Dan Martin and Andrew Talansky lead the line for a Cannondale-Garmin team in dire need of results after a troubled campaign, and it will be fascinating, too, to see how Tour of Utah winner Joe Dombrowski fares in his Grand Tour debut. In the absence of Contador, Rafal Majka will lead Tinkoff-Saxo's overall challenge, while Domenico Pozzovivo (Ag2r-La Mondiale), recovered from the crash that ended his Giro challenge early on, has been named by Nibali as a dark horse for overall victory.
Beyond the general classification contenders, a cavalcade of World Championships contenders will be on hand, though with this year's event taking place in Richmond, more riders than normal are using the North American races to prepare for the big day. Nonetheless, Fabian Cancellara (Trek), Peter Sagan (Tinkoff-Saxo), Tom Dumoulin, John Degenkolb (Giant-Alpecin) and Nacer Bouhanni (Cofidis) will all be in Spain. Like last year, Degenkolb and Bouhanni will expect to mop up what few opportunities there are for the sprinters.
At first glance, this Vuelta has a familiar guise, with a long stint in Andalusia in the opening week and no fewer than nine summit finishes in total, yet in many respects, this year's race is something of a voyage into the unknown. For one thing, none of the Vuelta's summit finishes have previously featured on the race, while, in a departure from recent editions, the final mountaintop finish comes on stage 16 with almost an entire week remaining.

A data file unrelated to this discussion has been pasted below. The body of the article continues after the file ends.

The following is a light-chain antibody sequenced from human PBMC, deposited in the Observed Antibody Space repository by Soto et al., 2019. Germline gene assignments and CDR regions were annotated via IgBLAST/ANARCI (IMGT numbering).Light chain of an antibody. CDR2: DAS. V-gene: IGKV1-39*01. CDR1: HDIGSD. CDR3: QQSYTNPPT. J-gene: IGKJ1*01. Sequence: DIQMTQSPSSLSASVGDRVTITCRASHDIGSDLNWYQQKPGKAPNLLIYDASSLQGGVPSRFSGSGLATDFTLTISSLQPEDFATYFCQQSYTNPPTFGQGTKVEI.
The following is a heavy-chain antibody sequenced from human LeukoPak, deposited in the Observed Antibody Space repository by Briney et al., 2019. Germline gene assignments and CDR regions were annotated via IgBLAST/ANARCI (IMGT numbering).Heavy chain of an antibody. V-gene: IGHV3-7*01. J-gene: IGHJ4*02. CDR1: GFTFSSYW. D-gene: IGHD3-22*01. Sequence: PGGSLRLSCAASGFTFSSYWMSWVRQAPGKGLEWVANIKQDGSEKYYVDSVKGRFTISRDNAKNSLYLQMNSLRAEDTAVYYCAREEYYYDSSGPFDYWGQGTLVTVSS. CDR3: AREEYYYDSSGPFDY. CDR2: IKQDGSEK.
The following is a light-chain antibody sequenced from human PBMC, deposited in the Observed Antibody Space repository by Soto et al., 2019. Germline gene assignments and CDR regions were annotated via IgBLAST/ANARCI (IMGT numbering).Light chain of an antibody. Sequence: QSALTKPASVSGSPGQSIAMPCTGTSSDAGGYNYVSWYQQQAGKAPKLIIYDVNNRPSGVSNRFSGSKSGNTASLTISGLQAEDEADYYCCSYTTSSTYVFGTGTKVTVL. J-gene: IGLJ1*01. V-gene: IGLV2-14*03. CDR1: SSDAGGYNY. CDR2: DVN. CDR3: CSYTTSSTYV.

To compensate, there tough finales aplenty shoehorned into the opening week. After the short team time trial from Porto Banus to Marbella on the opening Saturday, the overall contenders have an early test on stage 2, with the punchy finish at Caminito del Rey, and again at Vejer two days later, before more robust examinations at La Capilleira on stage 7 and Cumbre del Sol on stage 9.
The toughest outing arrives on stage 11, immediately after the first rest day, and takes place entirely within the borders of Andorra. The peloton faces some 5,200 metres of vertical climbing in the space of just 138 kilometres, including the tough ascent to the line at Cortals d'Encamp.
The second week comes to a brutal end, too, with three successive summit finishes in Cantabria and Asturias, and one would expect the strongest climber in the race to be in the red jersey after those hauls up to Fuente del Chivo, Alto de Sotres and Ermita de Alba.
The final act of the Vuelta, by contrast, offers a rather different kind of challenge, starting with a 39-kilometre time trial in Burgos that is long enough to prove terminal for some contenders – recall Rodriguez's torrid outing at Peñafiel in 2010.
From there, the organisers have taken a calculated risk with the final week. It may yet prove that a strongman has put the race beyond reach by that point, but if the Vuelta is still in the balance, then it will be difficult to control the race on the punchy terrain that marks the closing days. The finale in Ávila, which features on stage 19, is always a dramatic one, while the penultimate day's trek over the evocative Navacerrada demands caution. The Sierras of Madrid, after all, have a habit of turning the Vuelta on its head.